COVID-19 Risks Outlook: Prolonged Global Recession A Big Concern for Businesses Across The World

THEBE MABANGA

A prolonged recession is the greatest risk from the COVID-19 pandemic, according to a new survey of nearly 350 risk managers by the World Economic Forum (WEF).

The WEF said that the Great Lockdown will be followed by the Great Transformation, as a series of profound changes will transform the global economy.

In WEF’s view, in their view, this crisis presents leaders with a pivotal moment to seize the opportunity to shape a better new normal.

A drawn out recession topped the list of the Top Ten risks.

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Economies such as that of Germany, the largest in the European Union and along with the rest of Eurozone, Japan and South Korea have either contracted during the first quarter or are officially in recession.

Economic risks are regarded as the most challenging fallout from the pandemic by the managers surveyed.

A prolonged global recession as a wave of lockdowns are implemented due to surges in coronavirus cases as economies re-open tops the list of most feared risks, closely followed by bankruptcy, industry consolidation, failure of industries to recover and a disruption of supply chains.

Alongside this, geopolitical disruption to business, in the form of protectionist policies that exploit COVID-19 to restrict the movement of people and goods, is another major risk.

The risk managers also fear another infectious disease outbreak, an increase in cybercrime and the breakdown of IT infrastructure and networks.

The WEF notes that half a billion people are at risk of falling into poverty as global trade volumes shrink by between 13% to 32% in 2020.

This will result in foreign direct investment falling by between 30% to 40%.

There will also be an impact on the development of human capital as some 80% of learners globally were not in school in March.

Despite this pessimistic backdrop, the WEF remains optimistic about the future as it says decisive and bold action could bring the global economy back from the brink. Even though at this stage, it is hard to imagine the many positive signs emerging from the pandemic,

One of them is a new-found understanding and appreciation for essential public services, most notably health, but also education, care for both children and the elderly and social safety nets, such as grants in South Africa’s case.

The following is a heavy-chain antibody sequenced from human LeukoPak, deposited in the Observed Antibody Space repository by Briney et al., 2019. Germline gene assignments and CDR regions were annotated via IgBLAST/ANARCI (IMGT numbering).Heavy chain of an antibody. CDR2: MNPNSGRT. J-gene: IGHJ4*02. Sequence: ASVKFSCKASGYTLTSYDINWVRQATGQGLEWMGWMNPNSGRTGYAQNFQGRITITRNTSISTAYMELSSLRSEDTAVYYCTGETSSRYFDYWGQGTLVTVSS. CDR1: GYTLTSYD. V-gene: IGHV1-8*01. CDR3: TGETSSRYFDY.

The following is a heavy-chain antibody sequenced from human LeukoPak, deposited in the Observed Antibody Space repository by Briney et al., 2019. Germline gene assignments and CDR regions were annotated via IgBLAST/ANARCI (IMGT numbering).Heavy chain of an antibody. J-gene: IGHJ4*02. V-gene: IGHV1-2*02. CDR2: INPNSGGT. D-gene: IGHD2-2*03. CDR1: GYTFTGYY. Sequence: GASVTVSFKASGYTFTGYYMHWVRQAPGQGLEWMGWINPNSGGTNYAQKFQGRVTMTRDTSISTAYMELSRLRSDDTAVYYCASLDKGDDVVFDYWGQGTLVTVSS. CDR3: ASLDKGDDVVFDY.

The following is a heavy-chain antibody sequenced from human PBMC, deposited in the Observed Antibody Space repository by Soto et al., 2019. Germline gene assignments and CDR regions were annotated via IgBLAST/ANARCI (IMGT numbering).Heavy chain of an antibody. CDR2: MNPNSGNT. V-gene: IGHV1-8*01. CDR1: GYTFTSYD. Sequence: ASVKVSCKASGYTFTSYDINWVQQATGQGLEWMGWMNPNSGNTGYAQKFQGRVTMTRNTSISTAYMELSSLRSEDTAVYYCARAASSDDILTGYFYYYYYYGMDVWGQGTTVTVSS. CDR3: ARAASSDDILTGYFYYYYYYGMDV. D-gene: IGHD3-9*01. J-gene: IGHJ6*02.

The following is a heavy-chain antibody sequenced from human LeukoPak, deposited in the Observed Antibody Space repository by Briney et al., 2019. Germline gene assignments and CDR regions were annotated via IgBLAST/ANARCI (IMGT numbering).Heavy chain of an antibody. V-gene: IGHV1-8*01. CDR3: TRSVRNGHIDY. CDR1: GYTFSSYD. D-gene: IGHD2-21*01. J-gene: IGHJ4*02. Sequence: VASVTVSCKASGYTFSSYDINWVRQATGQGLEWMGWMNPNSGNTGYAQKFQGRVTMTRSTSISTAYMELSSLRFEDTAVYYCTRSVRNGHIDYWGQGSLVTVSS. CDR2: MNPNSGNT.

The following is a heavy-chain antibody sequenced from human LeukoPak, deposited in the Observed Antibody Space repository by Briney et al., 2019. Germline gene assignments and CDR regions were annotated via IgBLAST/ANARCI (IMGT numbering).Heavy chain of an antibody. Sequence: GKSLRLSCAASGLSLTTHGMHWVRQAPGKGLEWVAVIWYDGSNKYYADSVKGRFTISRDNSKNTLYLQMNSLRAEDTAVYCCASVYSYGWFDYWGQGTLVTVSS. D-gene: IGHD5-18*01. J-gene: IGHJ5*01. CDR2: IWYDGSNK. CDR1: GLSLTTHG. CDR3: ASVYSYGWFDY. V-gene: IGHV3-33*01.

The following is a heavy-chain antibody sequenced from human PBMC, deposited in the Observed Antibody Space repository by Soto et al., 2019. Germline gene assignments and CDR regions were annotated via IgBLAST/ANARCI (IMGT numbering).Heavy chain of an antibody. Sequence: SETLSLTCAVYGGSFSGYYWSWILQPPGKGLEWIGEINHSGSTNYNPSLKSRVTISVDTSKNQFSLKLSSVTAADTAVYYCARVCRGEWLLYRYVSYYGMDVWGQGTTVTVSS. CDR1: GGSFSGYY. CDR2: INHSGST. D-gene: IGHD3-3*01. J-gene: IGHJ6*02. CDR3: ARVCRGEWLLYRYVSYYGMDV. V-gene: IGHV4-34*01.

WEF notes that the solidarity and compassion that individuals have shown one another bodes well for the degree of collaboration that will be needed between civil society and the public and private sectors to effect positive change.

It cites as an example the overwhelming response in the United Kingdom to the call for retired health care professionals to help with the health crisis, even as they are at heightened risks themselves.

The WEF noted that behavioural change resulting from widespread lockdowns suggests support for, and interest in, more sustainable consumption and mobility habits, which was evidenced in the doubling of American bicycle sales in March compared with a year ago.

This, alongside the implementation of green stimulus programmes, has the potential to fundamentally change the way in which industries, economies and societies operate and so address climate change.

The Great Transformation will also accelerate the move to the Fourth Industrial Revolution as businesses embrace digital operating models, while an extended period of homeworking and schooling has provided leaders insight into the benefits offered by more technologically-enhanced ways of learning, working and producing, from telemedicine and logistics to the knowledge economy.

(Compiled by Inside Politics staff)

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